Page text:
Gateway to the Classics: A Child's Book of Stories by Penrhyn W. Coussens
A Child's Book of Stories by  Penrhyn W. Coussens

The Sun and the Wind

O NE day the sun and the wind had a quarrel. The wind said, "I am stronger than you." "No," said the sun, "I am stronger than you."

While they were disputing they saw a traveler coming along the road. He wore a heavy coat.

"See that man!" cried the wind. "Let us see which of us can take off his coat. The one who can do that is the stronger."

"Agreed," said the sun. "You may begin."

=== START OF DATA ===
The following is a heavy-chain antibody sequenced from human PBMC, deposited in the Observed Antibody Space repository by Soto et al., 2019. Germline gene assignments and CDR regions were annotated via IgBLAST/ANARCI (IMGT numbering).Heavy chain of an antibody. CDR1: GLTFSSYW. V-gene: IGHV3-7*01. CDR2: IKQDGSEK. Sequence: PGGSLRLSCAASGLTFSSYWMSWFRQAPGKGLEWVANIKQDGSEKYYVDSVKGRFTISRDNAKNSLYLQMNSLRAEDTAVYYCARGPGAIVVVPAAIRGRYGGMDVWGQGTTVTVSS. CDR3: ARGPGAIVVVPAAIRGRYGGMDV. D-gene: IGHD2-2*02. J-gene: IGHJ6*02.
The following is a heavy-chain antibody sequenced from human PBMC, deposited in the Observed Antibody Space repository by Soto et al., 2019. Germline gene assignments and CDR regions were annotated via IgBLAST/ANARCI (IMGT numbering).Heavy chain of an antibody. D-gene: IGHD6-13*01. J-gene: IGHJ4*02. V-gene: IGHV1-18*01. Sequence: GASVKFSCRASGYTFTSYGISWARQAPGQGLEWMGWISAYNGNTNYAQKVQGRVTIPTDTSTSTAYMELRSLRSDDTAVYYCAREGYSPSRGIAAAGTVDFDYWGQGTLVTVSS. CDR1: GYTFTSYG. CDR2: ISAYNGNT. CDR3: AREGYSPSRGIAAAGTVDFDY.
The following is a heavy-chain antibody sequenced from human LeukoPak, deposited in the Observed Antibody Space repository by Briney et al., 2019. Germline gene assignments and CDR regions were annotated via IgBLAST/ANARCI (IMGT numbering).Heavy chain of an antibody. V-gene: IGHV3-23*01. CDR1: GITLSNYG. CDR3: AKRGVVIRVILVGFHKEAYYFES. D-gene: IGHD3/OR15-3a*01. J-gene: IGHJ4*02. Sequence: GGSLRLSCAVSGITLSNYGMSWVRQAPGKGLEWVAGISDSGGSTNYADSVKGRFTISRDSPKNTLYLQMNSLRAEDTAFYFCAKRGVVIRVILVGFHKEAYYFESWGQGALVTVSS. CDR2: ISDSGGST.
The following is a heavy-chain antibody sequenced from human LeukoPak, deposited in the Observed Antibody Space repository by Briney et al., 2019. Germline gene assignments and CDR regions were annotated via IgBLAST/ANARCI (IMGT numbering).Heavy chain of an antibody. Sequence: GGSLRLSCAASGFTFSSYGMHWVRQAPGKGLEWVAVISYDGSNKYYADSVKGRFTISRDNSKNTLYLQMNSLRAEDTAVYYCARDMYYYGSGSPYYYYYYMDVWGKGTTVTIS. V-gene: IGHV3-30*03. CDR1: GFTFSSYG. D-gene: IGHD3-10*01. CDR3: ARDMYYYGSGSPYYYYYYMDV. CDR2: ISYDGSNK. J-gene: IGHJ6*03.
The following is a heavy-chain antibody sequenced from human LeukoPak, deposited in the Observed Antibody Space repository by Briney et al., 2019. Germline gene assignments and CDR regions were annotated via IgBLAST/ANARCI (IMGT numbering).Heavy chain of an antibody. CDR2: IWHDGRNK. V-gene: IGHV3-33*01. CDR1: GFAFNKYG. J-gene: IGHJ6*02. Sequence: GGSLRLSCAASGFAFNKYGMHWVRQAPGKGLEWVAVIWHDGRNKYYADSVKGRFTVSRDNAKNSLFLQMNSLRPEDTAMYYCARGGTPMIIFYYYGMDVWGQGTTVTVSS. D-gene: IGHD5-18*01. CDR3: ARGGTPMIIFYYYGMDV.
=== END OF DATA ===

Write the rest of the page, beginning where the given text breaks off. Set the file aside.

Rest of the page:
The wind blew and blew and blew. But the traveler only drew his coat closer about him.

The wind now blew more fiercely than before. The trees rocked, and the dust flew, but the traveler only buttoned up his coat.

"What a gale this is!" cried he, and turned up his coat collar to his ears.

"I give it up," said the wind.

Then the sun had his turn. He shone and shone and shone.

"How the weather has changed," said the traveler, and he unbuttoned his coat.

Still the sun shone, and presently the traveler wiped the moisture from his face.

"This thick coat is too much for me; I will have to take it off and carry it on my arm," said he, and he took it off.

"You have won," said the wind. "I see now that gentleness succeeds where rudeness fails."

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